Avi Mendelson of Teaneck, 17, began volunteering along with his father, Jeff, when he was in seventh grade. He was motivated in part to do it as a chessed project for his bar mitzvah, but he also was inspired by the example of his grandmother, Barbara Mendelson, who was known as such a strong advocate for the poor of St. Louis that the Tomchei Shabbos there was named for her.

Five years later, Mendelson still is spending his Wednesday nights loading up a car with large brown boxes filled with food and delivering to “his families.” Most of the families on his route are the same elderly couples to whom he delivered packages when he started volunteering. A kinship has developed over the years.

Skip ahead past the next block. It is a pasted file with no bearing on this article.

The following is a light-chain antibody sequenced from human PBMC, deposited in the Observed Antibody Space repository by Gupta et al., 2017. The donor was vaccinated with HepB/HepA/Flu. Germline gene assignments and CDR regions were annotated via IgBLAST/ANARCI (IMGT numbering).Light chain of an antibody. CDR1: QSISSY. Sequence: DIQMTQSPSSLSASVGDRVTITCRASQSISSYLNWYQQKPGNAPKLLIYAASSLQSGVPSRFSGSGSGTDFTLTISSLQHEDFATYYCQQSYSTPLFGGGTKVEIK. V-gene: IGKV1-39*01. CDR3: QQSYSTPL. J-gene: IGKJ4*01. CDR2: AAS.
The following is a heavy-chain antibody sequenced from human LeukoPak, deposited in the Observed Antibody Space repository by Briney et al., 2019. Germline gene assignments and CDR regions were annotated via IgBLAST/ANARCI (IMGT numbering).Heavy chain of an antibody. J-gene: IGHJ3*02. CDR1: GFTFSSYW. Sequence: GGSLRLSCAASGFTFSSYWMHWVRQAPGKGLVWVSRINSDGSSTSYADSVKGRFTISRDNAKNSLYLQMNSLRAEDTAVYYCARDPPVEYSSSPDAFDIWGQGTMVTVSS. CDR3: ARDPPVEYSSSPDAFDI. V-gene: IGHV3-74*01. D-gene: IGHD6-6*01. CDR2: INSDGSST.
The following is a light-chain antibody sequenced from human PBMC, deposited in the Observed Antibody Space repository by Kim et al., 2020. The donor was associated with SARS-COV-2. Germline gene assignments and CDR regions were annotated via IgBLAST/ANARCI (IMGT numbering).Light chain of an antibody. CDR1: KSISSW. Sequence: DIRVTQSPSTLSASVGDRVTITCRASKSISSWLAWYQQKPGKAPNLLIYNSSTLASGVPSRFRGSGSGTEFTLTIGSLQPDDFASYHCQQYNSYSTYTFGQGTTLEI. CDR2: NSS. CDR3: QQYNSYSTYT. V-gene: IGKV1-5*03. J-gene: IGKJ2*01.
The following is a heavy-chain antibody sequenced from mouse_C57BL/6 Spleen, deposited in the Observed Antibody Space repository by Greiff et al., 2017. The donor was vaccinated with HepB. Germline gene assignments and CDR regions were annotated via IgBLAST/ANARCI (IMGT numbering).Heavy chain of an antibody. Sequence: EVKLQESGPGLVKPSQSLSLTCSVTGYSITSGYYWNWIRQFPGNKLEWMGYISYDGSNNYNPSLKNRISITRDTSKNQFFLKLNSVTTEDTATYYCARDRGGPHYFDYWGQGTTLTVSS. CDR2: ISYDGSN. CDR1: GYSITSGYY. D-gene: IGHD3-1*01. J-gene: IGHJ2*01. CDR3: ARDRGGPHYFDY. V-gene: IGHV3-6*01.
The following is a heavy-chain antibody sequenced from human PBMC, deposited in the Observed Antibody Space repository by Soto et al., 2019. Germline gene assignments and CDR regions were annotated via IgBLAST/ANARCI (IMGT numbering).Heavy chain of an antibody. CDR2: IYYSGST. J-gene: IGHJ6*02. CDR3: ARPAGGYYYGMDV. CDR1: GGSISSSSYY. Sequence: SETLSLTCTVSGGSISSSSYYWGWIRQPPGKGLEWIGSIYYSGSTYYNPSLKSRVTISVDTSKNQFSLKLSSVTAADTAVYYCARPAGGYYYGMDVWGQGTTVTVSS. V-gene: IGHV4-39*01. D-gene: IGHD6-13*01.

“They got to know us and we got to know them,” Mendelson said. “They recognize me and we talk. I enjoy seeing the smiles on their faces, and knowing how appreciative they are that they will have food for Shabbos.”

Tomchei Shabbos of Bergen County is holding a virtual fundraising dinner. Contributors can donate funds for dinners; in return, they can get a free dinner at a local restaurant, and, as the invitation points out. “All you’ll be missing are the speeches!” For more information go to the website, tomcheishabbosofbergencounty.org.